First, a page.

Sorry, but by definition an explcit NOTA message is a spoilt paper (which term by the way I don't view as being pejorative). The turnout in any given election, or more particularly the proportion not bothering to turn out, already provides a more than adequate measure of those who do not consider voting for any candidate on the ballot paper to be worth their (minimal) effort, and is both recorded and widely publicised. I see no point at all in categorising separately those who at best are slightly less lazy than their fellow abstainers.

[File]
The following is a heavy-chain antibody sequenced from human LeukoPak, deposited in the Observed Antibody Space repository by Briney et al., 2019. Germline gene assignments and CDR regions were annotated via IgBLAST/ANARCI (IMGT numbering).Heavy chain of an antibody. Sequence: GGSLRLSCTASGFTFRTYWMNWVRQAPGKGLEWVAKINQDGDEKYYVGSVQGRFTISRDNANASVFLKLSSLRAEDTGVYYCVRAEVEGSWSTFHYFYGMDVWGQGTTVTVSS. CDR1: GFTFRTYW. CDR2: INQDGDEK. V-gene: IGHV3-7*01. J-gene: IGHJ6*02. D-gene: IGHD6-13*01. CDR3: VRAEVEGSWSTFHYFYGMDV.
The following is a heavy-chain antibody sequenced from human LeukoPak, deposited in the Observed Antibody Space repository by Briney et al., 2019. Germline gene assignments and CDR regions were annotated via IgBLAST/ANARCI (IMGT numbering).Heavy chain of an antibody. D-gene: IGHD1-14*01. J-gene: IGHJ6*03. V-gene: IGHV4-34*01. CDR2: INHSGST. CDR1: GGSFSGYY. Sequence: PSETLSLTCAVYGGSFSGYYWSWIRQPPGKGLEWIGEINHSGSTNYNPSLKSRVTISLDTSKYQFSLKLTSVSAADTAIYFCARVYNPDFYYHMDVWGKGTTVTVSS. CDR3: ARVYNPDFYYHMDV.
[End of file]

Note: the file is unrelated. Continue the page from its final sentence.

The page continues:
Well then the definition needs to change - it's only spoilt now because there is no option, which is the whole point. And you may not view it as pejorative, but I do and I know others who do as well. If I want to vote and want to make it clear that I think none of the candidates are up to scratch I do not want it implied that I may have just cocked up, not do I want candidates trying to claim my vote as theirs, not do I want my vote to be classed as "spoiled" when I have correctly completed the form and the process. I want it recorded that I exercised my democratic right to vote in a correct manner and that I reject all the options available because they were not good enough, and I want those numbers recorded specifically and publicised. I want it to be unavoidable for candidates and parties to ignore because everyone knows and everyone has access to the same information. And all the moreso because the other argument all the parties wheel out is that if you don't vote you don't have a voice. In a nutshell, they won't change the system to give people an option to say no-one is good enough and they class anyone who doesn't vote as not being bothered. They insist that everyone play by their rules, then complain when people won't play. It's one of the reasons people are disenfranchised with politics and politicians, it comes up time and again, and yet no party has the guts to change it because at the end of the day they'd still rather have the chance of a vote going to them or have someone not vote for anyone and thus avoid a vote going to a rival than have a vote recorded as saying "you *all* suck".